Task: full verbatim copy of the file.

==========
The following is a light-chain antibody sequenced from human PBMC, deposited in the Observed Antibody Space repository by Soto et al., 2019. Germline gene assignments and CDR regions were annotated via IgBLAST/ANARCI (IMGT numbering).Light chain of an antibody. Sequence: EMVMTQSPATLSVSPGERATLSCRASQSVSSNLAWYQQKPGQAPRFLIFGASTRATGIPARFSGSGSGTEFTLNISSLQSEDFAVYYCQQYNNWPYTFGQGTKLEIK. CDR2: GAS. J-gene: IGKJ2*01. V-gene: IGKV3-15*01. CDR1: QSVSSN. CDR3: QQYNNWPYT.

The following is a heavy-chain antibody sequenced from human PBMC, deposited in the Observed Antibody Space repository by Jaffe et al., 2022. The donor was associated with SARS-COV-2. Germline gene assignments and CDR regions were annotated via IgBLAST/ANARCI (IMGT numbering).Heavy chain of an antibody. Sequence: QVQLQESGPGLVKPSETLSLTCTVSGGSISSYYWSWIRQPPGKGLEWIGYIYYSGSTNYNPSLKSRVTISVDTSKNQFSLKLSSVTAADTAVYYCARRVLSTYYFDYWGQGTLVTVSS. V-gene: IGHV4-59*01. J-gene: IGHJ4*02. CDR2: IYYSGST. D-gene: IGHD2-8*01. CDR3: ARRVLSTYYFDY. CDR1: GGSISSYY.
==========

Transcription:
The following is a light-chain antibody sequenced from human PBMC, deposited in the Observed Antibody Space repository by Soto et al., 2019. Germline gene assignments and CDR regions were annotated via IgBLAST/ANARCI (IMGT numbering).Light chain of an antibody. Sequence: EMVMTQSPATLSVSPGERATLSCRASQSVSSNLAWYQQKPGQAPRFLIFGASTRATGIPARFSGSGSGTEFTLNISSLQSEDFAVYYCQQYNNWPYTFGQGTKLEIK. CDR2: GAS. J-gene: IGKJ2*01. V-gene: IGKV3-15*01. CDR1: QSVSSN. CDR3: QQYNNWPYT.

The following is a heavy-chain antibody sequenced from human PBMC, deposited in the Observed Antibody Space repository by Jaffe et al., 2022. The donor was associated with SARS-COV-2. Germline gene assignments and CDR regions were annotated via IgBLAST/ANARCI (IMGT numbering).Heavy chain of an antibody. Sequence: QVQLQESGPGLVKPSETLSLTCTVSGGSISSYYWSWIRQPPGKGLEWIGYIYYSGSTNYNPSLKSRVTISVDTSKNQFSLKLSSVTAADTAVYYCARRVLSTYYFDYWGQGTLVTVSS. V-gene: IGHV4-59*01. J-gene: IGHJ4*02. CDR2: IYYSGST. D-gene: IGHD2-8*01. CDR3: ARRVLSTYYFDY. CDR1: GGSISSYY.